While Eric Dahan, now CEO of Instabrand, was working on another project and finishing college, his brother Alex was busy promoting a new denim line. What Alex learned somewhat accidentally is now the beginning of an incredible startup story that involves social media, product endorsement, and a new kind of celebrity, or influencer. Here’s how it all began…
“He was one of the first people on Instagram, and he had a few friends who had 20-50,000 followers,” said Eric Dahan regarding his brother Alex. “He stumbled upon this form of marketing. [He] gave a pair of jeans to his friends, they post a picture, and [he’d] get 500-1,000 more followers.”
While this is not exactly new to the marketing world as brands have been doing a similar type of marketing with bloggers for quite some time, the effectiveness and reach, and of course the platform, was quite an intriguing idea. He tried the same approach as his brother with an app of his, asking “Instagram Celebrities” to do a post, and sure enough, they’d see downloads the next day. “It was working, and we were pretty happy. It was our secret,” said Dahan.
However, that secret didn’t last long. Dahan has a background in fashion, and soon they were being asked by people in the industry to help them. “From there, we formed a company with one of my best friends,” said Dahan. “We started getting proof of concept, spent time educating on why it had so much value, and in December the entire market just sort of woke up and realized that Instagram is a thing.”
The market “woke up” as Dahan described for good reason, too. According to the PEW Research and Internet Project, Instagram users are nearly as likely as Facebook users to check in to the site on a daily basis, which is an especially high level of user engagement.
What Instabrand does is it connects brands with influencers in an easy and efficient way. “It’s simply standardized, which allows for effective communication and removes ambiguity,” said Dahan on its service. From reaching influencers to organizing the post to confirming and tracking the data, that’s all handled through Instabrand, which makes it a dream for marketers to use.
“It’s not so much a new concept, it’s just a new take on the traditional model. That’s where the disruption is,” he explained. “We scaled it and had it standardized and organized where you can launch 100 activations in the span of a week, efficiently, easily and in a very organized fashion. We can do that because of our process and technology.”
On the other side, it’s also a great way for “influencers” to receive monetization and product for sharing sponsored content with their followers. (Influencers can get in touch on their website using a contact form.) Of course, that’s only if the influencer and the brand are a good fit. Dahan was adamant that the campaigns they run have to be a good match for both parties. “For example, we ran a campaign recently with Levi. They sent influencers shorts, and they posted about it,” he said. “One of the keys to success, we match influencers with brands they truly love. If the brand is not a good match, it hurts the influencer. And, this keeps it more organic.”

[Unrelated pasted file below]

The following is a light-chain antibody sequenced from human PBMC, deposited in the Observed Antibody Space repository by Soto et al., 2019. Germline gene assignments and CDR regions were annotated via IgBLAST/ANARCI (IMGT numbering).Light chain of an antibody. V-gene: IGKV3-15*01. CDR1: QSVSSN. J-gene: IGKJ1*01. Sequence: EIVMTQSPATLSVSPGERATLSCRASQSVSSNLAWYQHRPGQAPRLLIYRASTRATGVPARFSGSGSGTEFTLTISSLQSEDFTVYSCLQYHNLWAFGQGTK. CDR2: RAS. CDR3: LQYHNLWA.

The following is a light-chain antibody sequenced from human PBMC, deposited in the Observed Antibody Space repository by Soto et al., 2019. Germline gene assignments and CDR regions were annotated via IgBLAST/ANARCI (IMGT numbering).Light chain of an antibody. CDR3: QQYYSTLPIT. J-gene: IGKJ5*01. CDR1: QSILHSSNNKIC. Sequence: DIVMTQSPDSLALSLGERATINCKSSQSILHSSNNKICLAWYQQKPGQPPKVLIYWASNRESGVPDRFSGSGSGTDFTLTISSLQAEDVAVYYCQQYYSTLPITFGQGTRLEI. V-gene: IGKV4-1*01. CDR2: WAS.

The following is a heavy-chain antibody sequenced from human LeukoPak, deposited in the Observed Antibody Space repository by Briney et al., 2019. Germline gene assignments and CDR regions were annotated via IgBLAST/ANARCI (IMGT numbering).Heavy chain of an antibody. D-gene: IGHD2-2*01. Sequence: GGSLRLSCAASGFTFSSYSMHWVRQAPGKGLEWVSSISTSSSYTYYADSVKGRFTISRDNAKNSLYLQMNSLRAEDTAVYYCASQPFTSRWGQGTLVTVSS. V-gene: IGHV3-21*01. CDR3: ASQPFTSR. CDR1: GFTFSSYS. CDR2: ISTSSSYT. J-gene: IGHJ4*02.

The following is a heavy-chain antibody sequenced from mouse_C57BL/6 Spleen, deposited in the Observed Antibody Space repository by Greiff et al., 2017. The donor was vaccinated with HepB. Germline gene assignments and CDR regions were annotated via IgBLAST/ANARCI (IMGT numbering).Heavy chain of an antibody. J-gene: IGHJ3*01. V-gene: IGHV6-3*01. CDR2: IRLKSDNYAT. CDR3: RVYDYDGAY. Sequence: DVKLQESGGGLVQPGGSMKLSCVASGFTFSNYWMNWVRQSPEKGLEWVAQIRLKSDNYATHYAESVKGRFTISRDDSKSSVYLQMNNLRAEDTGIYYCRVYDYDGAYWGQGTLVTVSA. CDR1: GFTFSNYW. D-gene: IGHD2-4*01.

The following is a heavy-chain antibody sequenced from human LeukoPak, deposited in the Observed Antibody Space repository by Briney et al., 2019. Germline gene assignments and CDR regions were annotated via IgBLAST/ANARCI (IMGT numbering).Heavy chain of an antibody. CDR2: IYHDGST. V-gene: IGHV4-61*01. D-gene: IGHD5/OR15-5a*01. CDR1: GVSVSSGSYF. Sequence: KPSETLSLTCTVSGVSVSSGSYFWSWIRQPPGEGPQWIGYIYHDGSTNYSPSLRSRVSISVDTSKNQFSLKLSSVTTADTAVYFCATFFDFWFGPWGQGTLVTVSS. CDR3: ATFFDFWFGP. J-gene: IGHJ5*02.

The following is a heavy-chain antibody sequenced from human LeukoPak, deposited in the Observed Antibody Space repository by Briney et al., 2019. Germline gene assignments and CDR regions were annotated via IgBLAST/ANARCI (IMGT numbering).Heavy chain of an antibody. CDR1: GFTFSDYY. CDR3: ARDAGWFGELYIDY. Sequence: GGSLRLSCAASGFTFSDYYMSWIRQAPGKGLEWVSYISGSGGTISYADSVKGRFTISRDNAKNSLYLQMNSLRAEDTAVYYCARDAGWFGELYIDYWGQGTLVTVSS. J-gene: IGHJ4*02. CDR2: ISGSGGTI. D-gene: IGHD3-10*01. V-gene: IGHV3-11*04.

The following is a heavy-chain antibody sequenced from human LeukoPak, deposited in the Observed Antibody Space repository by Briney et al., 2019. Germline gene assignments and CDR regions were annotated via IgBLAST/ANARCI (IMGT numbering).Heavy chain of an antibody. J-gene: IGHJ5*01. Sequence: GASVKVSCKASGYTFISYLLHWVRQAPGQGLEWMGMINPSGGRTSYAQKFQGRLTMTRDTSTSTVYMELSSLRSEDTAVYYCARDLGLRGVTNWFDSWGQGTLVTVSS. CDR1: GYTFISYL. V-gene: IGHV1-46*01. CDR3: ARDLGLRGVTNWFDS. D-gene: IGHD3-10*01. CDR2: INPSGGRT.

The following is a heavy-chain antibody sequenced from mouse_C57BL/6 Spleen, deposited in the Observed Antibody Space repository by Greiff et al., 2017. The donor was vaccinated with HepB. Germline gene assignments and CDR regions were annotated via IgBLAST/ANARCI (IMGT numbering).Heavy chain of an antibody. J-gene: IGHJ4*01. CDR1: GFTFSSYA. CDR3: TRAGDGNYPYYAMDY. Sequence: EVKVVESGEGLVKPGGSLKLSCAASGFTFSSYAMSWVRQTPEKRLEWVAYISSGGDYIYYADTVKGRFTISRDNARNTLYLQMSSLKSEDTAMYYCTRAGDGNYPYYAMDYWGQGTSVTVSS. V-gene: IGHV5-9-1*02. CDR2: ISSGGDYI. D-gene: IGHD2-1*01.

Dahan explained this relationship further, stating, “It’s a platform around the idea of discovery and exploration, and it’s allowed people to do what they love, generate the content that they love, and go direct to consumers so to speak, based solely on merit of their content.”
As for how it works… The influencer who is selected by the brand receives both monetary compensation and products most of the time. The more “influence” a person has, and more in-demand they are from other brands, the more they can make. They do follow FCC Guidelines when it comes to posting sponsored content. Influencers’ posts must contain language that showcases the relationship they have with the brand.
“We have to include that it’s paid for or there is a relationship between the brand and influencer,” said Dahan. “Plus, these influencers are extremely picky of what they wear and what they do. A lot of the time, they’ll turn down brands because it’s not a match for them.”
When it comes to how influencers are selected, Dahan said their level of involvement depends. “Some brands are very specific about what they want. The larger brands come to us and ask our recommendations,” said Dahan. “For us, we prefer doing recommendations. We understand all the players, and it’s very easy to create a successful campaign based on our knowledge.”
While Instagram is not nearly the social giant that Facebook is, which 71% of online adults used in 2013 compared to Instagram’s 17%, it has a growing audience and its own group of influencers that could prove helpful to brands. A fact that is proving to be true, which is why you’ll see big names running campaigns through Instabrand, including Salvatore Ferragamo, Universal, Hollister, Levi’s and more.
If you’re a marketer, take a closer look at Instagram and how you can leverage a startup like Instabrand to help you reach consumers. Instagram in general typically appeals to younger adults, urban dwellers, and non-whites, according to PEW.
Is this your target demographic? How do you feel about leveraging this new non-celebrity “influencer” to further a brand or product?